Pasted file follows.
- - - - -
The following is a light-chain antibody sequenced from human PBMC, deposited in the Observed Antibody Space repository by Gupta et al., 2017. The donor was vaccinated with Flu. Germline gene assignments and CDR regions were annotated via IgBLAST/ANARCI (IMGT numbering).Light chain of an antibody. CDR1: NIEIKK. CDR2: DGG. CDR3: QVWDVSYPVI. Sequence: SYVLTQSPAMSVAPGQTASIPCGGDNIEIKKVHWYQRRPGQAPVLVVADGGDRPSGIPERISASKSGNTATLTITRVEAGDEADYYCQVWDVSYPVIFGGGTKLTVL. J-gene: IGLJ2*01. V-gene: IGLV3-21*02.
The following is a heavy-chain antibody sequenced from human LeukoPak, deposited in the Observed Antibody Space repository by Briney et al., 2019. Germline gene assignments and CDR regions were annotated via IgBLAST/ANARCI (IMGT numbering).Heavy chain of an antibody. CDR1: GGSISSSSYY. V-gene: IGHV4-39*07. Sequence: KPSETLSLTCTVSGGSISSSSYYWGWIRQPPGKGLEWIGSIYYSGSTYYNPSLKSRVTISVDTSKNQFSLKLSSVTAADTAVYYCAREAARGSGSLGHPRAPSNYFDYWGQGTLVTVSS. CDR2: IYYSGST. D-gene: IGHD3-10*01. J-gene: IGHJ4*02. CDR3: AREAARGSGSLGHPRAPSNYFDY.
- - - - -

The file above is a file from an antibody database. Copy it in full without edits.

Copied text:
The following is a light-chain antibody sequenced from human PBMC, deposited in the Observed Antibody Space repository by Gupta et al., 2017. The donor was vaccinated with Flu. Germline gene assignments and CDR regions were annotated via IgBLAST/ANARCI (IMGT numbering).Light chain of an antibody. CDR1: NIEIKK. CDR2: DGG. CDR3: QVWDVSYPVI. Sequence: SYVLTQSPAMSVAPGQTASIPCGGDNIEIKKVHWYQRRPGQAPVLVVADGGDRPSGIPERISASKSGNTATLTITRVEAGDEADYYCQVWDVSYPVIFGGGTKLTVL. J-gene: IGLJ2*01. V-gene: IGLV3-21*02.
The following is a heavy-chain antibody sequenced from human LeukoPak, deposited in the Observed Antibody Space repository by Briney et al., 2019. Germline gene assignments and CDR regions were annotated via IgBLAST/ANARCI (IMGT numbering).Heavy chain of an antibody. CDR1: GGSISSSSYY. V-gene: IGHV4-39*07. Sequence: KPSETLSLTCTVSGGSISSSSYYWGWIRQPPGKGLEWIGSIYYSGSTYYNPSLKSRVTISVDTSKNQFSLKLSSVTAADTAVYYCAREAARGSGSLGHPRAPSNYFDYWGQGTLVTVSS. CDR2: IYYSGST. D-gene: IGHD3-10*01. J-gene: IGHJ4*02. CDR3: AREAARGSGSLGHPRAPSNYFDY.